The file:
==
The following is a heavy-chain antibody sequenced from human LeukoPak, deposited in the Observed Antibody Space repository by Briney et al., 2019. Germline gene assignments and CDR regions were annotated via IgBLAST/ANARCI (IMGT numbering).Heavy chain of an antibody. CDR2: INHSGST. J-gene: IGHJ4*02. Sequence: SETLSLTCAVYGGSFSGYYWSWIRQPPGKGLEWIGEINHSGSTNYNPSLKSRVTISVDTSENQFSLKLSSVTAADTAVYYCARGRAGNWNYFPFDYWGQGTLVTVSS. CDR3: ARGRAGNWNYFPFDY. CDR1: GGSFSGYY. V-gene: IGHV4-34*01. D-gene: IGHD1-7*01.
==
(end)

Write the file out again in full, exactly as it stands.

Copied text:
The following is a heavy-chain antibody sequenced from human LeukoPak, deposited in the Observed Antibody Space repository by Briney et al., 2019. Germline gene assignments and CDR regions were annotated via IgBLAST/ANARCI (IMGT numbering).Heavy chain of an antibody. CDR2: INHSGST. J-gene: IGHJ4*02. Sequence: SETLSLTCAVYGGSFSGYYWSWIRQPPGKGLEWIGEINHSGSTNYNPSLKSRVTISVDTSENQFSLKLSSVTAADTAVYYCARGRAGNWNYFPFDYWGQGTLVTVSS. CDR3: ARGRAGNWNYFPFDY. CDR1: GGSFSGYY. V-gene: IGHV4-34*01. D-gene: IGHD1-7*01.